I added the text, When we have each other we have everything. It’s not great but he loves it so I’m kind of proud. lol
I’ve always wanted to paint. My father was a talented artist. Growing up I always felt intimidated, like I would never be as good as him. He never made me feel that way, it was me feeling insecure. He loved teaching me what he knew and was always encouraging. I was a bit worried to tell him I wanted to write, not paint. He was thrilled for me and when my first book was released he was so proud.

He passed away 5-years ago. His birthday is Friday and the more time that goes by the more I want to paint.
I do believe in natural God given talents but with all creative endeavors the more we learn and practice, the better we come.
How about you? What creative outlets do you have?

Be sure to stop by and thank the awesome co-hosts:
Raimey Gallant, Natalie Aguirre, CV Grehan, and Michelle Wallace!

Happy writing,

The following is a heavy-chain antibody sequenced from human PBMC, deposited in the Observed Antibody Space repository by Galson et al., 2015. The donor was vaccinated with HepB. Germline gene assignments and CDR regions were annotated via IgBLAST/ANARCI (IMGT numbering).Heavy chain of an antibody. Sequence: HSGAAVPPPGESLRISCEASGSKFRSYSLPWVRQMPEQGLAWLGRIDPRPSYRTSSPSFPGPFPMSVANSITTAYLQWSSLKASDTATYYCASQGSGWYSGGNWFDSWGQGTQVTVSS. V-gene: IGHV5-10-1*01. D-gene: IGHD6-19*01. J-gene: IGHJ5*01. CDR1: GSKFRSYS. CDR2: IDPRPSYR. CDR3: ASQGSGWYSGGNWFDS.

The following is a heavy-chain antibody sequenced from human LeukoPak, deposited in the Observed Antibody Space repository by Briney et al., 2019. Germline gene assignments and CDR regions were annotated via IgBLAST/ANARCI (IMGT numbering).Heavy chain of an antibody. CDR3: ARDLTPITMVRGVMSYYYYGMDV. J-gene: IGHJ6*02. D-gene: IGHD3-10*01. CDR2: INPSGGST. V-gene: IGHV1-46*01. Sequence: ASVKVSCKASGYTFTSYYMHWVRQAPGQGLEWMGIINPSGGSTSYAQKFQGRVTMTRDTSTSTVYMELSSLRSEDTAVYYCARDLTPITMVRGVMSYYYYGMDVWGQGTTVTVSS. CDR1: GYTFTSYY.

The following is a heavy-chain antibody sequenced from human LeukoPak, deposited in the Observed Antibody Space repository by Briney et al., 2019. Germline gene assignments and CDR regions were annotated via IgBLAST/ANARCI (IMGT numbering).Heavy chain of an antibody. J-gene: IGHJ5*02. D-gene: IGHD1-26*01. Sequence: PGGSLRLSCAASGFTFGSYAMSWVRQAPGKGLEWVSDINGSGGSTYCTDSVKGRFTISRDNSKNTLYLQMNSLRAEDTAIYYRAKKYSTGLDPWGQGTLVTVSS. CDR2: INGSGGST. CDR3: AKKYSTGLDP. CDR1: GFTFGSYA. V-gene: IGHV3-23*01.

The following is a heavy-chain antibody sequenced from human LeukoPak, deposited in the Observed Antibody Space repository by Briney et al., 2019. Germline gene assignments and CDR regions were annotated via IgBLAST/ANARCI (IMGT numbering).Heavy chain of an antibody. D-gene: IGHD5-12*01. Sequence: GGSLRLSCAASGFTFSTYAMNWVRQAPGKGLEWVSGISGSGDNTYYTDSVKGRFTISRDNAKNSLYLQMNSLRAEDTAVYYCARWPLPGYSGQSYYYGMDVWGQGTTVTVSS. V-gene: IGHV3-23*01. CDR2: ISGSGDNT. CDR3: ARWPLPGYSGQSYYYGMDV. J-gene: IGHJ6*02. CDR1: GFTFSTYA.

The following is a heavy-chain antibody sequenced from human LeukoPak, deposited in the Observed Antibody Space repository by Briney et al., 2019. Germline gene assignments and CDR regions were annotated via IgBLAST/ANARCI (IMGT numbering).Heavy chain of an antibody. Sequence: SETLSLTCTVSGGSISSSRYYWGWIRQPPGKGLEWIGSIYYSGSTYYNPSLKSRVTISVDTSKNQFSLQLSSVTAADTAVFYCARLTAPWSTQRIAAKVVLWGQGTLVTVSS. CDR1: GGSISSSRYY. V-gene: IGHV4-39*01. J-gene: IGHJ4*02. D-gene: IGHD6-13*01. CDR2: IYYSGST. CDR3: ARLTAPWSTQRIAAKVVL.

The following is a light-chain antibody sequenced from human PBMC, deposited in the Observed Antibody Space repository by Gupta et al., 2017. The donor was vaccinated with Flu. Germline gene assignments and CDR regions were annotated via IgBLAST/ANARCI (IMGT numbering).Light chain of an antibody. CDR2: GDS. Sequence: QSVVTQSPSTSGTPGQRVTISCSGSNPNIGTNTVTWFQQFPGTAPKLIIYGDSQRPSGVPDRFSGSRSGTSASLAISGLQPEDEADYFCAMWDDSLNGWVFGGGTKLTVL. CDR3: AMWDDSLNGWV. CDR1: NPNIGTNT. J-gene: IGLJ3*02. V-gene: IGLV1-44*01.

I would love to connect with you here too:


The post Insecure Writers… appeared first on Doreen McGettigan.


The Monthly Meeting of The Insecure Writers Support Group

Welcome to the last 2018 posting of The Insecure Writers Support Group.

I can’t be the only one down on myself because I haven’t completed my 2018 writing goals. Am I? There are still a few weeks left so all isn’t lost.

The purpose of this group is to share and encourage or to receive inspiration. Writers can freely express doubts and concerns without fear of appearing foolish or weak. Those who have been through the fire can offer others assistance and guidance. It’s a safe-haven for insecure writers of all kinds!

No matter where we are in our writing careers, insecurity will come and go.